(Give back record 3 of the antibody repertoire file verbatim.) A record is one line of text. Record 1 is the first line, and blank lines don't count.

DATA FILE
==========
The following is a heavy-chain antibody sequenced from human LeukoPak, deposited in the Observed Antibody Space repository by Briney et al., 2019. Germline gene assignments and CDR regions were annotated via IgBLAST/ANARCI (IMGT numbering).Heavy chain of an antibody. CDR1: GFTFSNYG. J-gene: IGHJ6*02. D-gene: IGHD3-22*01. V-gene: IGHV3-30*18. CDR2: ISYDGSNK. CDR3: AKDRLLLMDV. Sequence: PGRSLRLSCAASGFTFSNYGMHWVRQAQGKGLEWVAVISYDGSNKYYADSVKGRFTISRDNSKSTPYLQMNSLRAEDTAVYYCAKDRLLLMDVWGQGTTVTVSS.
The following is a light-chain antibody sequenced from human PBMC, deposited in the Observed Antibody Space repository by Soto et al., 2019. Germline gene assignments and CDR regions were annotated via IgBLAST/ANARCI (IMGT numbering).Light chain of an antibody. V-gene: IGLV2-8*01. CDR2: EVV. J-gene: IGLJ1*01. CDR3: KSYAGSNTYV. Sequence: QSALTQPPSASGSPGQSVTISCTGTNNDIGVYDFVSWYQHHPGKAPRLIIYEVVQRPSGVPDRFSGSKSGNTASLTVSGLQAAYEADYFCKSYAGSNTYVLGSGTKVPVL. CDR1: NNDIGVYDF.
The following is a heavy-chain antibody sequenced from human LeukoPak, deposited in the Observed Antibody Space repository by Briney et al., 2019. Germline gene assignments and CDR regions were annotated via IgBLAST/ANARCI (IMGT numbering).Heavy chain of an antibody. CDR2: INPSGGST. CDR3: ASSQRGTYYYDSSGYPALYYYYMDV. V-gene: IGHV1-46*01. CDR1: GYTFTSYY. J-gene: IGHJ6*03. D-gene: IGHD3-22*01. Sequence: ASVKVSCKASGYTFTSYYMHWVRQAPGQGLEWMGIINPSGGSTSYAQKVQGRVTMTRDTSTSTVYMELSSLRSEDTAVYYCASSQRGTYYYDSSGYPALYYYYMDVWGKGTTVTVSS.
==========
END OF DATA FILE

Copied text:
The following is a heavy-chain antibody sequenced from human LeukoPak, deposited in the Observed Antibody Space repository by Briney et al., 2019. Germline gene assignments and CDR regions were annotated via IgBLAST/ANARCI (IMGT numbering).Heavy chain of an antibody. CDR2: INPSGGST. CDR3: ASSQRGTYYYDSSGYPALYYYYMDV. V-gene: IGHV1-46*01. CDR1: GYTFTSYY. J-gene: IGHJ6*03. D-gene: IGHD3-22*01. Sequence: ASVKVSCKASGYTFTSYYMHWVRQAPGQGLEWMGIINPSGGSTSYAQKVQGRVTMTRDTSTSTVYMELSSLRSEDTAVYYCASSQRGTYYYDSSGYPALYYYYMDVWGKGTTVTVSS.